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has been the utter loss of spiritual religion, of genuine repentance for sin, of lively concern for their eternal interest, and of just apprehensions of the glory of God and the obligations of man. And what renders all this blindness and obduracy still more fearful, is the consideration that it is not the ignorance and vice of the heathen who know not God, but of a people who profess to know him, who carry about the Scriptures which condemn them, guard the truth they disavow, and preserve those sacred writings for others which they make no right use of themselves.

These circumstances are indeed so deplorable, as to lead us to inquire if there be not something peculiar in the blindness which rests upon them. Such we shall find to be the case. THEIR BLINDNESS IS THE EFFECT OF THE ESPECIAL JUDGMENT OF GOD. Of them it was that the Lord spake by the prophet Isaiah, Go and tell this people, hear ye indeed, but understand not; and see ye indeed, but perceive not; make the heart of this people fat, and make their ears heavy, and shut their eyes; lest they see with their eyes, and hear with their ears, and understand with their heart, and convert and be healed: words of awful import, and repeatedly applied in the New Testament to the unbelieving Israel. I mention this affecting part of the case, because it seems necessary to a right under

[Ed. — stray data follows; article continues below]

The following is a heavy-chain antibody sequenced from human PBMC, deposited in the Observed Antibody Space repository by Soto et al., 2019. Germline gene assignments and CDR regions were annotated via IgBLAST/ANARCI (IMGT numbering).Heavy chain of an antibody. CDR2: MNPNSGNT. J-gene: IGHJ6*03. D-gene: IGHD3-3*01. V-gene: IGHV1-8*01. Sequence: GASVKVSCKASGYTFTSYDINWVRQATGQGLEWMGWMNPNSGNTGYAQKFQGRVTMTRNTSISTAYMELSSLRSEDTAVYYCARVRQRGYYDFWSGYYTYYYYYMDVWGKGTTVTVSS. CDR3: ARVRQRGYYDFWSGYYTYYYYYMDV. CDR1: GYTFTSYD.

standing of the subject before us. The judg ment of God abides on the fallen nation. Not that this forms any argument whatever against our using every means for their conversion; for God's secret purposes and judgments are not the rule of our duty, especially those judgments which he has declared he will remove, and which we ourselves may possibly be the instruments of removing; but I notice it as forming a motive for deeper commiseration, and as throwing additional light on their actual state.